The Cazoo St Leger Day is back at Doncaster this weekend. The oldest of Britain’s five horse-racing Classics, and the last of the five to be run each year, it marks the end of the summer sporting social calendar… and the day some market timers reinvest.
The investment adage says that investors should “Sell in May and go away, come back on St Leger Day”. It refers to the time when stock market traders spent the summer attending such sporting events and, as a result of less trading, and their eyes not being on the investment ball (pardon the pun), any sudden market sell-offs were amplified. Therefore, it was suggested, investors were better off selling their holdings in May and investing again on St Leger Day in September.
Anyone following the adage this year would likely be kicking themselves right now. Unlike the weather, investments in the main have been shining.
49 out of 54 IA sectors have had positive returns over the summer. The IA European Smaller Companies sector had the best result, with the average fund returning 11.43%*. IA UK Smaller Companies was next (up 10.87%*) and IA UK Index Linked Gilts was third with returns of 10.52%*. IA Property Other was in fourth place (10.41%*) and IA Technology and Telecommunications in fifth (10.37%*).
The five sectors that had negative returns were IA China/Greater China (-6.28%*), IA Asia Pacific ex Japan (-0.94%*), IA EUR Corporate Bond (-0.53%*), IA EUR Mixed Bond (-0.09%*) and IA Short Term Money Market (-0.05%*).
What the headline data hides is the fact that, when it comes to individual funds, Indian equity portfolios have performed best this summer. Most of these funds currently sit in the IA Specialist sector, but a new IA Indian/Indian Subcontinent sector is being launched this week, which means these funds will have more visibility in future.
12 of the top 20 performing funds available on the Aegon platform were Indian equity portfolios.
The best performing fund over all was Alquity Indian Subcontinent, which is on the Chelsea Selection, and returned 30.81%*. Second was Fidelity India Focus (25.14%*), followed by GS India Equity Portfolio (24.71%*) in third place, Matthews India (24.07%*) in fourth place and Liontrust India (24.00%*) in fifth.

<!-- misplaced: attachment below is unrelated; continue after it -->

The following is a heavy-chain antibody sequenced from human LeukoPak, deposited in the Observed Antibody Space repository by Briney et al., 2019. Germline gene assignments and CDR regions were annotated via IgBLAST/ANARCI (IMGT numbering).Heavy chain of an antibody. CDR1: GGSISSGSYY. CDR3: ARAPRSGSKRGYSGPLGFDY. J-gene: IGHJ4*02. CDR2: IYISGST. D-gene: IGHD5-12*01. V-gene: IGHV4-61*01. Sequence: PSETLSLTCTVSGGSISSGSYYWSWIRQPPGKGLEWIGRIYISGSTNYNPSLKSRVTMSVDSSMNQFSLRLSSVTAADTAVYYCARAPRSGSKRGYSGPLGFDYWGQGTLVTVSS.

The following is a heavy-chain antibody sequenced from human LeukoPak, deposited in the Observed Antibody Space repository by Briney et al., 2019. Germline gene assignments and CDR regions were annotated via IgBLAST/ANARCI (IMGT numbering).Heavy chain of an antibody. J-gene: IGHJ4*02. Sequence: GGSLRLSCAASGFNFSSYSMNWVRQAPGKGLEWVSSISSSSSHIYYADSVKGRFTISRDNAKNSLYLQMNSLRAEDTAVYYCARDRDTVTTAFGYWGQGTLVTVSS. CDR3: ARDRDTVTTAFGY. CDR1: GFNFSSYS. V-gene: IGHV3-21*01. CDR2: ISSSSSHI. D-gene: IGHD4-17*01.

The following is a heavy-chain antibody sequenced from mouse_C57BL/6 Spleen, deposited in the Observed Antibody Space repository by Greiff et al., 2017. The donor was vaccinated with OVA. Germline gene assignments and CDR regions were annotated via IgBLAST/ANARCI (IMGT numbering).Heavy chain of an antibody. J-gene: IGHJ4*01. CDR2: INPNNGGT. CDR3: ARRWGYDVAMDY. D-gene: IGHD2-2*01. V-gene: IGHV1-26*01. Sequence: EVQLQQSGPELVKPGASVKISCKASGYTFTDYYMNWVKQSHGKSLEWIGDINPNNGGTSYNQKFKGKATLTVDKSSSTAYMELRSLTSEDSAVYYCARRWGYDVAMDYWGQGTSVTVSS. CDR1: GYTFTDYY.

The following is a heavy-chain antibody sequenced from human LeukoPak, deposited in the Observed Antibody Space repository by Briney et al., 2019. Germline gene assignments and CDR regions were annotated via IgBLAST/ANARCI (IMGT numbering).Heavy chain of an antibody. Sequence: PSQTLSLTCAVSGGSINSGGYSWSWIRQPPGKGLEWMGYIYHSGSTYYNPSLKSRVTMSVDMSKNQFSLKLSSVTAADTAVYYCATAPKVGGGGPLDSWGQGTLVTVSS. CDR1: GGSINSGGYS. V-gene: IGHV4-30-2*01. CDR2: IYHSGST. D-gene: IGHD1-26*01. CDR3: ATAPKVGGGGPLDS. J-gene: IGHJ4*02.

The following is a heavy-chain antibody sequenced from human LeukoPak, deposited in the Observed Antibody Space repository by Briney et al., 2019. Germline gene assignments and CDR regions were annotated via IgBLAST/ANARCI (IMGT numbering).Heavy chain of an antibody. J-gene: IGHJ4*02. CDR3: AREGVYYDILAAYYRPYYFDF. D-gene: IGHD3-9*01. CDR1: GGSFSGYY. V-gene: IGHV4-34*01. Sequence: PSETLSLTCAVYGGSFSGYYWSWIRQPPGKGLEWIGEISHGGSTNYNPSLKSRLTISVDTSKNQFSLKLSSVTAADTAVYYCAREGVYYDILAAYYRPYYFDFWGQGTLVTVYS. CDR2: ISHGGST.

At the other end of the table, 17 of the 20 worst performing funds were Chinese equity offerings.
Darius McDermott, managing director of Chelsea Financial Services, said: “The Indian stock market is clearly benefiting from continued domestic interest, given the increasing economic momentum. It remains one of our preferred long-term emerging market investments.
“Chinese equities on the other hand have suffered due to increased regulation by the Chinese government in sectors such as education and technology. This has spooked investors, but we would argue that the sell-off has been overdone and longer term, China still remains an attractive investment option.”
The team behind top performer Alquity Indian Subcontinent fund, added: “All economies move in cycles and India is no exception – since the rather brief but rapid downturn through 2018 into 2019, and despite the COVID-19 emergency throughout 2020 and into this year, India has actually done surprisingly well.
“We have been promoting the idea of a renewed Indian economy for a number of reasons in the last year. If you add in the continued impetus of a strongly reformist and pro-growth government that has been steady in its course, and the ability of India to benefit from changing global trade relationships in the region, you have a very strong case for India to be a dedicated position in the portfolio.
“In August, we met remotely with almost 30 Indian corporates across a variety of sectors in order to reassess our investment thesis for the following 12 months. The economic outlook in fact is more positive than we expected, with most corporates expecting a very strong growth in the upcoming festival season.
“Of course, this view presumes that there is no deterioration in the COVID situation and continued reasonable rainfall during the rest of the monsoon season.”
*Source: FE fundinfo, total returns in sterling, 1 May 2021 to 8 September 2021
Past performance is not a reliable guide to future returns. You may not get back the amount originally invested, and tax rules can change over time. The views expressed are those of the author and fund manager and do not constitute financial advice.